"It's high time that we woke up again to the fact that the `dance round the golden calf' has been going on long enough," he says emphatically. "And we really have got to look at ourselves, and ask what the hell we are actually doing here." So, can music really help us to reclaim our spiritual values? "Certainly, music has a great deal to offer in that respect," insists Davis, "and we treasure the great pieces because of that spirituality."
Bruckner's symphonic world is something of a spiritual apocalypse. Think of the Eighth Symphony's cataclysmic first movement. "And the last movement of the Sixth," adds Davis, "the work we'll be playing next week. It's the world under threat, or Bruckner's soul under threat from the Inquisition. A terrible march is going on there, with blaring trumpets, threatening interruptions from the brass and terrifying squeals on the other instruments. It is the most extraordinary piece." Is that, then, why he chose that particular symphony to open the season? "To be honest, I chose the Sixth Symphony because it is the one that doesn't really get `mentioned in dispatches'; it's usually the Fourth, Fifth or Seventh - but the Sixth is a particularly beautiful work. In some respects, it is really a pastoral symphony. The orchestral colourings are remarkable, and there seems to be no reason why the piece should stop - which is the sort of feeling you often have with great music."
Davis conducted Bruckner's Seventh Symphony and F minor Mass during his stint as chief conductor of the Bavarian Radio Symphony Orchestra in Munich. His readings - and recordings - were widely praised, especially abroad, but was that the limit of his Brucknerian repertoire at the time? "Yes. It wasn't until I came to the LSO that I learnt another four symphonies. It was, above all, an adventure in coping with great blocks of sound. You know how Bruckner puts them side by side and doesn't really think about joining them up? Brahms does that, too." So there is a marked difference between the Munich and London orchestras' response to Bruckner? "Yes. There's a tremendous difference," confesses Sir Colin, "because the Bavarians have played Bruckner ever since they can remember. Their first conductor was Eugen Jochum, who did loads of Bruckner, and then Rafael Kubeuk - who was the orchestra's chief conductor before me - was a great Bruckner conductor." Initial suspicions soon gave way to approval. "When I came along, as an Englishman, they naturally thought, `he doesn't know anything about Bruckner'. But the advantage of playing Bruckner with the LSO is that the orchestra doesn't really have the music in their bones either, so you start off on an equal footing, discovering how a piece could go. And it can go in so many ways; I can't think that the performances of other composers vary quite as much as they do with Bruckner."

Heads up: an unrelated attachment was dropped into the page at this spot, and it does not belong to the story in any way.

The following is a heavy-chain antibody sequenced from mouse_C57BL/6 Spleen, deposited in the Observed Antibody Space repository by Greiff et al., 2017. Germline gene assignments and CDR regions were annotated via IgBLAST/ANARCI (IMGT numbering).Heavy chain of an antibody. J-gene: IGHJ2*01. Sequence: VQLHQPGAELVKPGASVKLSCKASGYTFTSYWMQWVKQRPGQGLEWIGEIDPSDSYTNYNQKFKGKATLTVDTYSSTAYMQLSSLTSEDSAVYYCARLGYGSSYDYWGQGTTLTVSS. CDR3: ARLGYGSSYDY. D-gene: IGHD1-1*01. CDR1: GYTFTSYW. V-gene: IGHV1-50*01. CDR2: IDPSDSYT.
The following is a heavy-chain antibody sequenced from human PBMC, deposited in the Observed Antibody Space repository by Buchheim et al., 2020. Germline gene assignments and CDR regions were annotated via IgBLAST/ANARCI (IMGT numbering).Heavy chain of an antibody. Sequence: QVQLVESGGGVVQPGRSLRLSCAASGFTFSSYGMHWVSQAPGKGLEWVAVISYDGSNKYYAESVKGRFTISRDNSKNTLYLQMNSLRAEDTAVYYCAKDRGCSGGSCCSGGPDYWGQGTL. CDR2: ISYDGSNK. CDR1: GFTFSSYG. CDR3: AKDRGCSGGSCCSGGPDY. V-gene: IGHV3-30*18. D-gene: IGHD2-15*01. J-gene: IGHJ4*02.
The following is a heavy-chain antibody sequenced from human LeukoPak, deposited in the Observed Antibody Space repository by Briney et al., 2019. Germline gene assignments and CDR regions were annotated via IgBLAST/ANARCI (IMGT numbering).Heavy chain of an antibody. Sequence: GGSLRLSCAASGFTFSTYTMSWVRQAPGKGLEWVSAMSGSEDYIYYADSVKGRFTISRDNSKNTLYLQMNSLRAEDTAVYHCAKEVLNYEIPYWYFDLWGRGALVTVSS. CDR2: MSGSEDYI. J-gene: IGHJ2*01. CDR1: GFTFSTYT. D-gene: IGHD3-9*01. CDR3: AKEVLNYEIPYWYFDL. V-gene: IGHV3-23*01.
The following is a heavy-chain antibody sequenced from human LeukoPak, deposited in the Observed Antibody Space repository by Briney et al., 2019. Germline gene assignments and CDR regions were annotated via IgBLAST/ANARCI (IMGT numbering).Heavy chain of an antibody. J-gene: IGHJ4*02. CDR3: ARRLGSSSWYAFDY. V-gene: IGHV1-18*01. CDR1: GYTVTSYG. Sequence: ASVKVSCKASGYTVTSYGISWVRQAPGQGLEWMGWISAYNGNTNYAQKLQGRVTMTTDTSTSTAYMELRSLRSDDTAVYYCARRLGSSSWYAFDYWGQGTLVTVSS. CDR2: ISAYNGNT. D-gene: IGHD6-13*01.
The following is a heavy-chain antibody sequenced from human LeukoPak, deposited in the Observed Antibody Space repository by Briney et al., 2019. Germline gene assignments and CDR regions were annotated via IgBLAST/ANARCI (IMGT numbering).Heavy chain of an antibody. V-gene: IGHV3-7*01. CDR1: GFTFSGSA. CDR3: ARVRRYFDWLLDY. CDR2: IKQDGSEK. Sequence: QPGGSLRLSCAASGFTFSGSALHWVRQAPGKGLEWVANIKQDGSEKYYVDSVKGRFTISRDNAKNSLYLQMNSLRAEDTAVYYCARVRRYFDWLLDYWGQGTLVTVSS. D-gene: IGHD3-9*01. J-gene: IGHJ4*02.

Bruckner is still misconceived as heavy, marmoreal, monotonous, a sort of annexe to the Wagnerian edifice, but Davis intends to help combat these common misconceptions. "And I feel very strongly about it," he insists. "The aspect of relative tempo is enormously important, and by that I mean that even the people who love Bruckner's music take passages that they think are rather boring, change the tempo and hurry the music along until they come to another glade in the forest where they can relax and enjoy themselves. I don't think that works. I don't think that the logic of the pieces comes through in that way. You get wonderful episodes in these performances, and then whole passages that are treated as transitional. Admittedly, it is very difficult because not all the material really goes into one tempo - and tempo variation in Bruckner is vital. You should allow each episode to blossom rather than hurrying past the landscape just because the flowers aren't open."
As to present performers, how do the players adapt to the epic timescale of Bruckner's music?